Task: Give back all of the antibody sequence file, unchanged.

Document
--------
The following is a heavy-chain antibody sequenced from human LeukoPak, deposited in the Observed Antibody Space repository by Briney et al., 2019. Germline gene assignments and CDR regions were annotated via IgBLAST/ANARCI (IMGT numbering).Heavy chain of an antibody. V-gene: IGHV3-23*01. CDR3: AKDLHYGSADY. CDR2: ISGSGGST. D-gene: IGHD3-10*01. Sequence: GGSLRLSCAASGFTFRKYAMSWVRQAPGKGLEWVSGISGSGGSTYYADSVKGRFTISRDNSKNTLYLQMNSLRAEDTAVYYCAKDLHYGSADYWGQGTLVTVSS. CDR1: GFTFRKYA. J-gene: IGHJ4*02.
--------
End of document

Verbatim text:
The following is a heavy-chain antibody sequenced from human LeukoPak, deposited in the Observed Antibody Space repository by Briney et al., 2019. Germline gene assignments and CDR regions were annotated via IgBLAST/ANARCI (IMGT numbering).Heavy chain of an antibody. V-gene: IGHV3-23*01. CDR3: AKDLHYGSADY. CDR2: ISGSGGST. D-gene: IGHD3-10*01. Sequence: GGSLRLSCAASGFTFRKYAMSWVRQAPGKGLEWVSGISGSGGSTYYADSVKGRFTISRDNSKNTLYLQMNSLRAEDTAVYYCAKDLHYGSADYWGQGTLVTVSS. CDR1: GFTFRKYA. J-gene: IGHJ4*02.